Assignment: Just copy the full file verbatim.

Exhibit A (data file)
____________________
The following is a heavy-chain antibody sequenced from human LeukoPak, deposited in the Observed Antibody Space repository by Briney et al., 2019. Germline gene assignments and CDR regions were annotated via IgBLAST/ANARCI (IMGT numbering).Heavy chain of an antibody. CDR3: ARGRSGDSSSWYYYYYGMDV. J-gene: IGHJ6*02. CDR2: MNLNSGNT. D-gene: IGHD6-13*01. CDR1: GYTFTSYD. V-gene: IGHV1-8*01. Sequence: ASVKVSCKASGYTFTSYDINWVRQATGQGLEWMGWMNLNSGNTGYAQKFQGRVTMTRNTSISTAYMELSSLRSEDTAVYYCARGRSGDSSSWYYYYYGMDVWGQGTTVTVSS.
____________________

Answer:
The following is a heavy-chain antibody sequenced from human LeukoPak, deposited in the Observed Antibody Space repository by Briney et al., 2019. Germline gene assignments and CDR regions were annotated via IgBLAST/ANARCI (IMGT numbering).Heavy chain of an antibody. CDR3: ARGRSGDSSSWYYYYYGMDV. J-gene: IGHJ6*02. CDR2: MNLNSGNT. D-gene: IGHD6-13*01. CDR1: GYTFTSYD. V-gene: IGHV1-8*01. Sequence: ASVKVSCKASGYTFTSYDINWVRQATGQGLEWMGWMNLNSGNTGYAQKFQGRVTMTRNTSISTAYMELSSLRSEDTAVYYCARGRSGDSSSWYYYYYGMDVWGQGTTVTVSS.